My name is Dawn and I am the face of hunger in Idaho. I may not look like I've struggled with hunger — but what is a hungry person supposed to look like? A deadbeat? Well, I have worked full time my entire life. I was laid off a few years back when the economy fell, and for the first time, I could not afford to feed my family.
I remember sitting in the car crying for an hour before finally gathering the courage to apply for food stamps. I could not believe my life had come to this. The people who helped me apply were very friendly, but the rest of the world wasn't so kind.
One day I was in line at the grocery store. The woman in front of me was using food stamps to purchase food. "I should have known better than to come to the store on the first of the month," the woman behind me said. "All these losers and their food stamps —my hard-earned tax dollars. I could never eat as well as these people and I work for a living. Don't you agree?"
Actually, I told her, I didn't agree, as I was on food stamps myself. I politely excused myself from the line as she exclaimed, "Well you don't look like you're on food stamps!"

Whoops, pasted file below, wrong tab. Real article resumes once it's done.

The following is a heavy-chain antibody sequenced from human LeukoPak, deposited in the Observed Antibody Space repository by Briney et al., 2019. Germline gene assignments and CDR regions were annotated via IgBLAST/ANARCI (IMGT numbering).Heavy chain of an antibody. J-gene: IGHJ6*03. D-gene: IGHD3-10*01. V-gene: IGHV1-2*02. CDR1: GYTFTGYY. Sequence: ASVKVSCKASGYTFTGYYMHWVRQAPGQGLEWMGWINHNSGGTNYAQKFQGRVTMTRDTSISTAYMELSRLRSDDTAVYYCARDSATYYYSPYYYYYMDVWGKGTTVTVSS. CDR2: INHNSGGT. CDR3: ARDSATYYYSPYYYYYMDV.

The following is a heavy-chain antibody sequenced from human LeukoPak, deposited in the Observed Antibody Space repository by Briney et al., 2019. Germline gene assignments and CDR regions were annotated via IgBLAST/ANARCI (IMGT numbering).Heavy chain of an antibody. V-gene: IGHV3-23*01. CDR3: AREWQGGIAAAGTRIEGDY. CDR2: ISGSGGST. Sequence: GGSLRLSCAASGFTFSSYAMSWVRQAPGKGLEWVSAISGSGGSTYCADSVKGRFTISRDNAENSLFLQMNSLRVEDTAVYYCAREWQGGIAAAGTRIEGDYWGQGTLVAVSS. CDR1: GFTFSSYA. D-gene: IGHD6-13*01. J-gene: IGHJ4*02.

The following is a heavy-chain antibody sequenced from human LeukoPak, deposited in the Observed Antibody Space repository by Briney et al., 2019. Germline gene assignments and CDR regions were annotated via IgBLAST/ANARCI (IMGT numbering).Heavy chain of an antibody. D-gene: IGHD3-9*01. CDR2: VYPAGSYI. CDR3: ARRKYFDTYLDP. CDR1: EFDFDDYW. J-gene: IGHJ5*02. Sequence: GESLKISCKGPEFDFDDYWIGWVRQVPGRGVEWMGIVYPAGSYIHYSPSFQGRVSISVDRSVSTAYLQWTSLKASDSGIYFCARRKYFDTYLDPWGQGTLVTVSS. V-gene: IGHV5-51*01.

Although it hurt me, I hope that woman learned something that day. I hope she learned that food stamps are used by regular people — working people who have fallen upon hard times. Most people are only on food stamps a short time. I've been off them a year now — working full time as a nurse. I've also made it my mission to share my story and speak out against hunger. I know I won't change the world, but if I can help one person, then it's worth it to me. Hunger is something no one should struggle with — nevertheless be judged for having to.
This week, the Feeding America blog is focused on sharing the promise of SNAP in the lives of the people we serve. Dawn's story is one snapshot into one family's real-life struggle to get enough to eat and how SNAP benefits helped them get by.
Did you know every SNAP dollar spent generates $1.79 for local economies? Learn the facts on current threats to SNAP benefits.